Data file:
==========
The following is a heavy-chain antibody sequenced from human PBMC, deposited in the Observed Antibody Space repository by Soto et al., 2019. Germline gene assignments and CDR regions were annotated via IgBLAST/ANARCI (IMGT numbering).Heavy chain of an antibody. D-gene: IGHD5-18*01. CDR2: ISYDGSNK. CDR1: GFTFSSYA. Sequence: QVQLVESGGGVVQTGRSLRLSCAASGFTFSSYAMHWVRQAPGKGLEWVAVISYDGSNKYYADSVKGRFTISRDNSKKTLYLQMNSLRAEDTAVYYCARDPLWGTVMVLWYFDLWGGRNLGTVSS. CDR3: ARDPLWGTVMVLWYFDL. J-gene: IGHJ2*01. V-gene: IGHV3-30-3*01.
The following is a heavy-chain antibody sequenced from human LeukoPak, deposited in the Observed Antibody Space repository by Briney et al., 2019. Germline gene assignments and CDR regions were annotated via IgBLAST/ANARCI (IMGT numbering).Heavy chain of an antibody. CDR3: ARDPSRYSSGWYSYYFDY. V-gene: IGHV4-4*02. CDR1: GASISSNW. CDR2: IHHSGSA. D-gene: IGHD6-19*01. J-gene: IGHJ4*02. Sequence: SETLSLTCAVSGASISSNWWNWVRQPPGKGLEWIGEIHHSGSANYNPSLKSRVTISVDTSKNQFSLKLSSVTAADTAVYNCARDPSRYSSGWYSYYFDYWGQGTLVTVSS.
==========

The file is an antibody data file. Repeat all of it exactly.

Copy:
The following is a heavy-chain antibody sequenced from human PBMC, deposited in the Observed Antibody Space repository by Soto et al., 2019. Germline gene assignments and CDR regions were annotated via IgBLAST/ANARCI (IMGT numbering).Heavy chain of an antibody. D-gene: IGHD5-18*01. CDR2: ISYDGSNK. CDR1: GFTFSSYA. Sequence: QVQLVESGGGVVQTGRSLRLSCAASGFTFSSYAMHWVRQAPGKGLEWVAVISYDGSNKYYADSVKGRFTISRDNSKKTLYLQMNSLRAEDTAVYYCARDPLWGTVMVLWYFDLWGGRNLGTVSS. CDR3: ARDPLWGTVMVLWYFDL. J-gene: IGHJ2*01. V-gene: IGHV3-30-3*01.
The following is a heavy-chain antibody sequenced from human LeukoPak, deposited in the Observed Antibody Space repository by Briney et al., 2019. Germline gene assignments and CDR regions were annotated via IgBLAST/ANARCI (IMGT numbering).Heavy chain of an antibody. CDR3: ARDPSRYSSGWYSYYFDY. V-gene: IGHV4-4*02. CDR1: GASISSNW. CDR2: IHHSGSA. D-gene: IGHD6-19*01. J-gene: IGHJ4*02. Sequence: SETLSLTCAVSGASISSNWWNWVRQPPGKGLEWIGEIHHSGSANYNPSLKSRVTISVDTSKNQFSLKLSSVTAADTAVYNCARDPSRYSSGWYSYYFDYWGQGTLVTVSS.